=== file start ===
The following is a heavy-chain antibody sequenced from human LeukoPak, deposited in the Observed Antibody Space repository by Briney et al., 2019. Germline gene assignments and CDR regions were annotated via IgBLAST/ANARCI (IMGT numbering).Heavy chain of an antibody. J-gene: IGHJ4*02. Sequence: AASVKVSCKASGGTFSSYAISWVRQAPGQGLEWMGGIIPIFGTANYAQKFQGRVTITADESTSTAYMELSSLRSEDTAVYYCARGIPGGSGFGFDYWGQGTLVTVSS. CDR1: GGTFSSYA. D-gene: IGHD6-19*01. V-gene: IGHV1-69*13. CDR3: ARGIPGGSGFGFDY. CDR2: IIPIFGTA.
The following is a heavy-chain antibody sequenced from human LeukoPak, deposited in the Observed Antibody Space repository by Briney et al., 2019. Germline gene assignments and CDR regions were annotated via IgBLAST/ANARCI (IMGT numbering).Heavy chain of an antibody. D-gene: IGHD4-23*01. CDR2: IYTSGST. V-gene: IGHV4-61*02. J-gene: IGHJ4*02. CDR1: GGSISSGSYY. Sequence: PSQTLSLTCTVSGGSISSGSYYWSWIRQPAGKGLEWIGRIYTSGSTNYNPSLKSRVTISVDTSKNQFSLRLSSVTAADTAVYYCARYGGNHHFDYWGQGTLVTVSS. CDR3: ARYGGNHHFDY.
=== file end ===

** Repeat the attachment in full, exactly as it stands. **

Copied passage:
The following is a heavy-chain antibody sequenced from human LeukoPak, deposited in the Observed Antibody Space repository by Briney et al., 2019. Germline gene assignments and CDR regions were annotated via IgBLAST/ANARCI (IMGT numbering).Heavy chain of an antibody. J-gene: IGHJ4*02. Sequence: AASVKVSCKASGGTFSSYAISWVRQAPGQGLEWMGGIIPIFGTANYAQKFQGRVTITADESTSTAYMELSSLRSEDTAVYYCARGIPGGSGFGFDYWGQGTLVTVSS. CDR1: GGTFSSYA. D-gene: IGHD6-19*01. V-gene: IGHV1-69*13. CDR3: ARGIPGGSGFGFDY. CDR2: IIPIFGTA.
The following is a heavy-chain antibody sequenced from human LeukoPak, deposited in the Observed Antibody Space repository by Briney et al., 2019. Germline gene assignments and CDR regions were annotated via IgBLAST/ANARCI (IMGT numbering).Heavy chain of an antibody. D-gene: IGHD4-23*01. CDR2: IYTSGST. V-gene: IGHV4-61*02. J-gene: IGHJ4*02. CDR1: GGSISSGSYY. Sequence: PSQTLSLTCTVSGGSISSGSYYWSWIRQPAGKGLEWIGRIYTSGSTNYNPSLKSRVTISVDTSKNQFSLRLSSVTAADTAVYYCARYGGNHHFDYWGQGTLVTVSS. CDR3: ARYGGNHHFDY.